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Loose leaves from my tree

Note taking 1: Org agenda with date tree file

This is the first article in a series on quick note taking using emacs. It introduces the org agenda, its basic setup, and the file format to use.

  1. Org agenda with date tree file
  2. Notes from browser window
  3. Notes from elfeed entries

Org agenda

I take a lot of notes. Many things interest me, and I'd like to remember all the interesting articles I've read. The aim is to store notes as fast as I can to a place I can later quickly retrieve them. For me, the best way to do this is to store them in an emacs org file that is part of org mode agenda system.

Org mode is part of the emacs but you have to load the org agenda that is it the note taking and calendar part of it. I'll ignore the calendar functions in the minimal setup instructions below.

The key bindings are not automatically set up, but the it is customary to use C-c a for org-agenda.

(global-set-key "\C-ca" 'org-agenda)
(require 'org-agenda)

You can have several org files in a directory that hold all agenda entries. These files change rapidly so it is a good idea to keep them in Dropbox for extra protection.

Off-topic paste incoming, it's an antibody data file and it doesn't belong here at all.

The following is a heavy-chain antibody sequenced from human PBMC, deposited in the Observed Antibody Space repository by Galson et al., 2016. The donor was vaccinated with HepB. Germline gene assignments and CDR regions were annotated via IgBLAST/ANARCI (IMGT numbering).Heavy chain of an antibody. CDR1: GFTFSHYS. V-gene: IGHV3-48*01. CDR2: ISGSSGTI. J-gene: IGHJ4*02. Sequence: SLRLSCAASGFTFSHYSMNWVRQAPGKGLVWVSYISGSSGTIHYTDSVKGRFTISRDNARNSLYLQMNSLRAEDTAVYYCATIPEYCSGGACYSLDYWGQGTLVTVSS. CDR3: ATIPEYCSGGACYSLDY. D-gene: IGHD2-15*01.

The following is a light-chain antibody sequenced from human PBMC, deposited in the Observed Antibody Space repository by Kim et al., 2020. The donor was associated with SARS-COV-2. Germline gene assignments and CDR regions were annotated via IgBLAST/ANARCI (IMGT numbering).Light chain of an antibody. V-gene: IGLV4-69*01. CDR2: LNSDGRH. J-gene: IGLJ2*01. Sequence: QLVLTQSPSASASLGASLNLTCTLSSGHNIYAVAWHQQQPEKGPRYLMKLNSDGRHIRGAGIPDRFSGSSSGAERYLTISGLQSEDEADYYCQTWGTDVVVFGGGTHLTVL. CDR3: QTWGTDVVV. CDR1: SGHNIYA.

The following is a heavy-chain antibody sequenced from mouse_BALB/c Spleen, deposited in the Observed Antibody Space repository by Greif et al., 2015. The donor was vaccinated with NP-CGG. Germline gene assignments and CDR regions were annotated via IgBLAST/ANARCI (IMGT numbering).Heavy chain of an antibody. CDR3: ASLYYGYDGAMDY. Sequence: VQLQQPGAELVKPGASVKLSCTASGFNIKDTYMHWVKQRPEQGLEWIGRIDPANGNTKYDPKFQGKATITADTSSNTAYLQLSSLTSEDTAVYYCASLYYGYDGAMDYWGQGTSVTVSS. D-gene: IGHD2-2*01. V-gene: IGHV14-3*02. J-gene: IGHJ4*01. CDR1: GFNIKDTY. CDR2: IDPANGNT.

(setq org-directory "~/Dropbox/org")

The org mode has a commands to store notes in time oriented hierarchical structure known as date tree format where all notes from one day are under one heading. Day headers are under the month heading that is in turn under the top level year heading. Simple and logical.

Capture templates

Capture templates automate the note taking. They create the higher level headers when needed and place the note in the correct place. Below I define only one template that I use for practically everything. It adds a time stamp line to the end of the note. The key binding for this note is C-c c n.

(global-set-key "\C-cc" 'org-capture)
(setq org-capture-templates
      (quote (
              ("n" "note" entry (file+datetree "~/Dropbox/org/reference.org")
               "* %?\nEntered on %U\n  %i"))))

When you are finished writing the header and the body of a note, you press C-c C-c to save it and return to previous buffer.

You could use several templates to store different topics with slightly different setup to different files, but I have found that to be an unnecessary complication. One template storing all notes to one file works best. At new year, I move all notes from the previous year to a separate file in the same directory.


To categorize notes, you can add searchable tags to notes. Tags are defined in a list of string and key pairs:

(setq org-tag-alist (quote (("BIO"    . ?b)
                           ("COMP"    . ?c)
                           ("EMACS"   . ?e)
                           ("FOOD"    . ?f))))

With the cursor on the note header, hit hit C-c C-q to see the list and select any subset of tags by pressing the shortcut keys. If none of those tags fit, hit the tab key to enter any string.


The org agenda has several commands to find entries of interest. For finding a note, the most common search commands are based on substring, regexp (C-c a s), or tag (C-c a t).


In next posts I will explore ways of populating the note file from different sources.